3D Printing is Wreaking Havoc on Patent Protection

 

The innovation of 3D Printing has and will continue to redefine the way business is conducted. Much as the color copier and digital music changed the way we do business and listen to music, the 3D Printing industry has the capability to turn patent protection on its head.

Through advancements in 3D printing technology, it is becoming easier and more affordable for the average person to explore the possibilities of creating their own 3D objects at home. The basic principle of 3D printing involves printing an object from a simple scan or a digital blueprint. Countless digital blueprints for objects can be found from a quick Internet search which makes 3D printing easy.

When a digital blueprint is created to be used as a design for duplicating a product, that blueprint itself is not patentable subject matter. The blueprint is not the actual product itself so possessing it, creating it, and selling it would not be an actual infringement of the patented product. Not only is it not an infringement, but the party that created the blueprint would own the copyright in that design, not the patent holder.

However, just because you have 3D printed something yourself, does it mean that you own the intellectual property rights? Or does the inventor or creator of the digital blueprint have intellectual property patent rights or copyrights in that object? What if the creator of the digital blueprint was unaware that the object was patent protected?

In answering these questions, it helps to have a basic understanding of what rights are granted to a patent holder. A patent gives the inventor a right to stop others from selling, using, or manufacturing an invention. The object itself is the patentable material, not the idea from which it has arisen.

Patent infringement can occur when a patent-protected product is manufactured, sold or used. In the typical patent infringement lawsuit, the patent holder would pursue the manufacturers of the infringing goods, and attempt to halt their production at their physical location. Remedies for infringement can include the ability to seize inventory, obtain financial or transactional records, and otherwise attempt to quantify the money damages. This can mean calculation of lost sales or erosion of sale price.

However, in the context of a casual 3D Printer infringer, there is a limited ability to sue for several reasons. The two most prominent being that, first, unless the user is producing and distributing a large quantity of the infringing product, the patent holder will likely never discover the infringement. Secondly, it is cost-prohibitive to pursue a “one-off” infringer, given that actual damages are too small to justify the expense of lawsuit.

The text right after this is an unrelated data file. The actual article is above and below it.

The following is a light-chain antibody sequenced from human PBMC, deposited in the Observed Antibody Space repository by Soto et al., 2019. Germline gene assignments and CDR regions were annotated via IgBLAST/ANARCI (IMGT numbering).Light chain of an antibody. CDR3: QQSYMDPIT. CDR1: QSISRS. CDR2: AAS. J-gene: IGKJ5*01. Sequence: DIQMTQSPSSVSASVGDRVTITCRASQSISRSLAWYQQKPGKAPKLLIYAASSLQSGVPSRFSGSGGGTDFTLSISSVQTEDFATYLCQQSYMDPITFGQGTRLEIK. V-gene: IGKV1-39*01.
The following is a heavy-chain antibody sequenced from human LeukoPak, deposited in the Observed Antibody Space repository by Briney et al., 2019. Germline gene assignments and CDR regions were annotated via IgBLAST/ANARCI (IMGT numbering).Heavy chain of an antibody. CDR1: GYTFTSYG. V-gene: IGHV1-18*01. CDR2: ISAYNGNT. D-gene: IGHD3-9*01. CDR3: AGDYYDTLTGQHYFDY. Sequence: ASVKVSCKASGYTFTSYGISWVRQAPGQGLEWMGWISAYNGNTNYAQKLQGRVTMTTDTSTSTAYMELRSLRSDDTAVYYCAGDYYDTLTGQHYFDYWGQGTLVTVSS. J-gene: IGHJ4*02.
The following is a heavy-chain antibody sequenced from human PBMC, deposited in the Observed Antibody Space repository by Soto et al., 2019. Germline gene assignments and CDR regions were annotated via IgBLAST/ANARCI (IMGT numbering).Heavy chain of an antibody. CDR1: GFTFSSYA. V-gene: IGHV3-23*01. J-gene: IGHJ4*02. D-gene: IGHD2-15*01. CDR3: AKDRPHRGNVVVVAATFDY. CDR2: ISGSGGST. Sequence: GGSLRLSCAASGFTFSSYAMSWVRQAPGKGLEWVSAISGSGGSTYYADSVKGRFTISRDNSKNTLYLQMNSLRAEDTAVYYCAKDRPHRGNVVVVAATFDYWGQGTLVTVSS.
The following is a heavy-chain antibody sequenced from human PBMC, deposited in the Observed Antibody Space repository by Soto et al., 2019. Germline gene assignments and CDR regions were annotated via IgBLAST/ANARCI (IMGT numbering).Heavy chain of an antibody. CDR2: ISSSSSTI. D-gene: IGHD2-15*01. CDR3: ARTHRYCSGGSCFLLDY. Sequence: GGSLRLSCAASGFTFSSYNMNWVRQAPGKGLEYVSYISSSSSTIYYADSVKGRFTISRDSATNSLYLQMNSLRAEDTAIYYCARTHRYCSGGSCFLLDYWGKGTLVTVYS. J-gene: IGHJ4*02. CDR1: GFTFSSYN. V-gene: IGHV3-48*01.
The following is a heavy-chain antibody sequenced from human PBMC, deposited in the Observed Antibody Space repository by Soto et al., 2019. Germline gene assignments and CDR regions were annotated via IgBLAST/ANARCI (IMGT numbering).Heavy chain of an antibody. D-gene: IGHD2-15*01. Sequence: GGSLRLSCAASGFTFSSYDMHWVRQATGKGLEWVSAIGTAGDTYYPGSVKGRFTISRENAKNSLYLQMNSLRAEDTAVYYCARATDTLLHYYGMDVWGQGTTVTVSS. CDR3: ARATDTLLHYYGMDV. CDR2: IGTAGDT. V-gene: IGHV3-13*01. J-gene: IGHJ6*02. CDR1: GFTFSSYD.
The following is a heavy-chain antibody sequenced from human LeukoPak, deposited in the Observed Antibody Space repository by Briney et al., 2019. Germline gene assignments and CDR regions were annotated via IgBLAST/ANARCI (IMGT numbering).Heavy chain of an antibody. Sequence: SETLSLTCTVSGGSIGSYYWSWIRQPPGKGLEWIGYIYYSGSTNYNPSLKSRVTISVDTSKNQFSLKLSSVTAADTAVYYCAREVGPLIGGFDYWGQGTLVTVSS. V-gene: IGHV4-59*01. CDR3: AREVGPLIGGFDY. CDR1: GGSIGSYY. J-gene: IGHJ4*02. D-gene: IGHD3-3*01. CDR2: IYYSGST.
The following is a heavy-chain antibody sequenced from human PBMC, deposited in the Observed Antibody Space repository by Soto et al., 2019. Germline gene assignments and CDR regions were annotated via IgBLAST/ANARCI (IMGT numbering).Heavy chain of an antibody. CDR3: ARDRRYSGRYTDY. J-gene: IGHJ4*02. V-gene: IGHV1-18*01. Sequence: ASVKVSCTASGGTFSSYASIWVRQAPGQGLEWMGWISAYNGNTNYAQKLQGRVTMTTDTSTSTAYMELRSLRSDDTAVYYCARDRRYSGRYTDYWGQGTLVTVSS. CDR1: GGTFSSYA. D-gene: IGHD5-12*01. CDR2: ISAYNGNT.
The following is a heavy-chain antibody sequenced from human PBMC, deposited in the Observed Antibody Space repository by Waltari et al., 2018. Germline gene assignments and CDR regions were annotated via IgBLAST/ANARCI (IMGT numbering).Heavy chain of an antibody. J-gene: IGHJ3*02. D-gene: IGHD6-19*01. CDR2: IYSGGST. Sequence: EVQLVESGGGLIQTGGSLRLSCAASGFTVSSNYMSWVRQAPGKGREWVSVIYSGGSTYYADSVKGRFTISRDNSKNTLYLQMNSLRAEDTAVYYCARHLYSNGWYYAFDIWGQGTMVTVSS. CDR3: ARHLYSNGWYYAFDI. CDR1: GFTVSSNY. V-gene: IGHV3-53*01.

Ironically, the most liberating aspect of 3D Printing, the ability for decentralized manufacturing which allows everyday people to create objects at home, is also the attribute that poses the greatest problems for patent owners. Imagine if each household was capable of being its own mini manufacturing floor, and individuals could create a limited supply of an exact replica of a patented object. This could mean millions and potentially billions of dollars in lost royalties, similar to what has occurred in the music recording industry.

The future of the 3D printing industry may more closely mimic the arc of the music-sharing revolution in the early 2000s. For those who remember the file-sharing site Napster, the 3D Printing situation is very similar. Perhaps the answer to this patent problem on the horizon is similar to the strategy employed by the music industry. That is to target the middle-men.

The music industry targeted the “inducers” of copyright infringement, i.e. the music sharing sites that facilitated the downloads. These were larger, more prominent, and more easily identifiable than individual users. This strategy had mixed results, as new sites and actors sprang up to take their place, and the larger industry was experiencing consumer behavior changes.

The middle-men of the 3D printing world would seem to be websites and online forums that allow for dissemination of product designs. Similar to copyright law, U.S. patent law recognizes a claim for "indirect" infringement” also known as "contributory infringement.” One type of indirect infringement is “active inducement of infringement.” By providing a platform for the distribution of these designs, it could be argued that the website owners, or even the original blueprint creators, are engaging in indirect infringement. However, yet again it may prove difficult to pursue individual direct infringements as a result of the exponential and decentralized growth of the Internet.

Another layer of complexity in enforcement of patent rights is found in the many smart phones which allow users to capture 360 degree images of objects. It is easy to foresee how the next step of this technology will allow users to create 3D designs based upon images uploaded from a smartphone and shared via social media to ultimately be used with a 3D Printer. Would that make Facebook or Twitter inducers of infringement?

Patent holders may soon find themselves in a redux of the music file-sharing problem. Unfortunately, the law frequently lags behind the pace of innovation. It remains to be seen how the law will evolve in order to confront this challenge, and whether patent holders will be able to develop a market-based solution so as to remain profitable in the age of consumer 3D Printers.

Vincent LoTempio and Justin Kloss are Business and Intellectual Property law attorneys at the law firm of Kloss, Stenger & LoTempio. Connect@Klosslaw.com

This article was published in the Buffalo Law Journal of Buffalo Business First on 1/26/16.